This is toxic in marriage!

Do you keep replaying your husband’s past mistakes over and over again in your mind?  Do you find yourself dwelling on how he’s disappointed you in the past?  Let it go!  Thoughts like that become toxic…to you and your marriage.  Hebrews 12:15 makes this point:  “See to it that no bitter root grows up among you to cause trouble and defile many.”  If you keep rehearsing your husband’s past failures, you will end up growing more and more resentful of your husband.  The resulting bitterness acts like poison to your own heart.  You become a dried up, miserable woman. 

Even more damage is caused when you verbalize those past mistakes to your husband.  Yet many wives do that.  They repeatedly bring up their man’s past mistakes and almost wield them as a weapon against their husband.  His heart gets sliced and diced in the process.  His heart becomes poisoned against his wife as well.

It’s time to decide to release your husband from his past failures. The Bible is pretty clear about your need to release bitterness and resentment. Ephesians 4:31 says “Get rid of all bitterness, rage and anger…”  Sochoose to exercise the same grace God has given you!!  News flash:  You’re not perfect either.  By the way, releasing your man from his past mistakes doesn’t mean you should ignore current sin.  If he is currently sinning against you, determine to respectfully confront him and work through the problem, perhaps with the help of a counselor or pastor.

This could change your marriage

I wonder what would happen if you asked God to transform your character into His character and then you actually began striving to display His character in your marriage?  I bet your marriage would begin to thrive!

God describes His own character in Psalm 103:8, where the Bible says “The Lord is compassionate and gracious, slow to anger, abounding in love.”   Even just pressing into one of those 4 qualities could make a huge impact in your marriage.  What if you started displaying grace toward your man?  Grace simply means giving someone undeserved favor and loving kindness.

I’m not saying you should ignore destructive patterns of sin in your husband’s life.  However, I am recommending that you work to extend kindness to your husband even when they’ve annoyed you or disappointed you in small ways.  In fact, what if you were to extend grace by choosing to believe that he didn’t mean to disappoint you?  What if you were to give him the benefit of the doubt?  Extending that kind of grace could change your whole attitude toward your husband…and could draw his heart toward you!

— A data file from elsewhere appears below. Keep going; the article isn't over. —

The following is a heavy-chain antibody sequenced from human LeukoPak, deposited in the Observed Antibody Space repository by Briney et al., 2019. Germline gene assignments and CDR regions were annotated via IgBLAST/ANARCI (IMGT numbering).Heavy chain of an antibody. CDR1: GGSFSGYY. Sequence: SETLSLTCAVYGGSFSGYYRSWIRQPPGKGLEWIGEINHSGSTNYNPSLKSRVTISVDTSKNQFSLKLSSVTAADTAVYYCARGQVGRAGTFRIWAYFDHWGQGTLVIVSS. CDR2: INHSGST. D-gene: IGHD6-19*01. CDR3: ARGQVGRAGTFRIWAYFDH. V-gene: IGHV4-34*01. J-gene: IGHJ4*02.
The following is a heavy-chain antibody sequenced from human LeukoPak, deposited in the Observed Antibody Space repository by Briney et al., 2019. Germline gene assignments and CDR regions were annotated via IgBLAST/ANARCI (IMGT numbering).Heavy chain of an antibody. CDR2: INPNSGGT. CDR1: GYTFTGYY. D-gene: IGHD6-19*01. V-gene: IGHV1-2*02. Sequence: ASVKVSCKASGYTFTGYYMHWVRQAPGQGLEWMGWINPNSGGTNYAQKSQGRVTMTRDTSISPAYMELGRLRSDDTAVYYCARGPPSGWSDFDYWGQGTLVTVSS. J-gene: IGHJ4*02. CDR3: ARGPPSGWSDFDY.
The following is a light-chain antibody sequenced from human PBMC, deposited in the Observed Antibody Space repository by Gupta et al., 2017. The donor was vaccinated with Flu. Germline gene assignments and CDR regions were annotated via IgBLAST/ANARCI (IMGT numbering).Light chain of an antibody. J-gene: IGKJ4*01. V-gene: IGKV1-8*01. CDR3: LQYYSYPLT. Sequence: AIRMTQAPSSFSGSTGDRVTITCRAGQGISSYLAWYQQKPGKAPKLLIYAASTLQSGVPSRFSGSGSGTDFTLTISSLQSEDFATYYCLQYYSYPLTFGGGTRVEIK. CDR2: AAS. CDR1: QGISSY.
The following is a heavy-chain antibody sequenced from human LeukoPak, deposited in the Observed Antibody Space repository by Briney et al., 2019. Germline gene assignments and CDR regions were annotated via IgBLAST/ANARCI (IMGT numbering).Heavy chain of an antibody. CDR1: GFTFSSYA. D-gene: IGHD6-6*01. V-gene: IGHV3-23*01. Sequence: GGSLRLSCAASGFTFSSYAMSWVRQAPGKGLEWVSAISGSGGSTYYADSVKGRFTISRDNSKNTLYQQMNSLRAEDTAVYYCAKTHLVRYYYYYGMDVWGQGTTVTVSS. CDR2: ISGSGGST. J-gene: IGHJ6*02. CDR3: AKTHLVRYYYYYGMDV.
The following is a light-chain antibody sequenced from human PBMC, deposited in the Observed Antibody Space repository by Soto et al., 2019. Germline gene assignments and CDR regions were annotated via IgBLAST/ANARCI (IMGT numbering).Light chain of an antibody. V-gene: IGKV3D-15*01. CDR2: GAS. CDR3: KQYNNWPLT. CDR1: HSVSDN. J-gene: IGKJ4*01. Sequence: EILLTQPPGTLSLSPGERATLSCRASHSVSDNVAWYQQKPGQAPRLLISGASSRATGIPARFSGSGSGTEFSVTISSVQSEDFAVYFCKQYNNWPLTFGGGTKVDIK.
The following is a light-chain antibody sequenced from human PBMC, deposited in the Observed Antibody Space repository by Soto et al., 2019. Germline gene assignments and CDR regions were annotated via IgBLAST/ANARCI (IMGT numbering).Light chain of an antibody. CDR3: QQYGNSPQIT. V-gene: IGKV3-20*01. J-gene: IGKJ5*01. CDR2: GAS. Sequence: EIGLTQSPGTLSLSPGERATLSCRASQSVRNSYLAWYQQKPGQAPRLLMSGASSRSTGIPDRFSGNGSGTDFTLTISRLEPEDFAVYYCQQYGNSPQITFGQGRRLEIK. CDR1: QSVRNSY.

Perhaps, we could sum it up this way. The appreciated wife leaves a fragrance, not an odor!

A simple challenge for wives

When’s the last time you said it?  You probably think I’m asking about the last time you told your husband “I love you”, but that’s not where I’m leading.  My question is this:  When is the last time you admitted to your husband that you were wrong?  We like to pretend as if we’re never “wrong”, but that’s not only prideful, it’s not true!

Think about it.  Have you been disrespectful toward your husband by rolling your eyes or by using cutting sarcasm?  Have you given him the look that basically says “you’re a jerk” or “you disgust me”?  Have you been stressed or frustrated about something unrelated to him and lashed out at your husband because he happened to be present?  (I’ve done that more than a few times! Ugh.)

If you want to be even more beautiful to your husband, be humble and admit when you are out of line or just plain wrong.  You might believe that confessing your wrongs will put you in a weak position in your marriage, but the opposite is true.  Proverbs 28:13 says “Whoever conceals their sins does not prosper, but the one who confesses and renounces them finds mercy.”  Oh, and by the way, instead of simply saying “I’m sorry”, go a step further in humility by saying “I was wrong. Please forgive me.”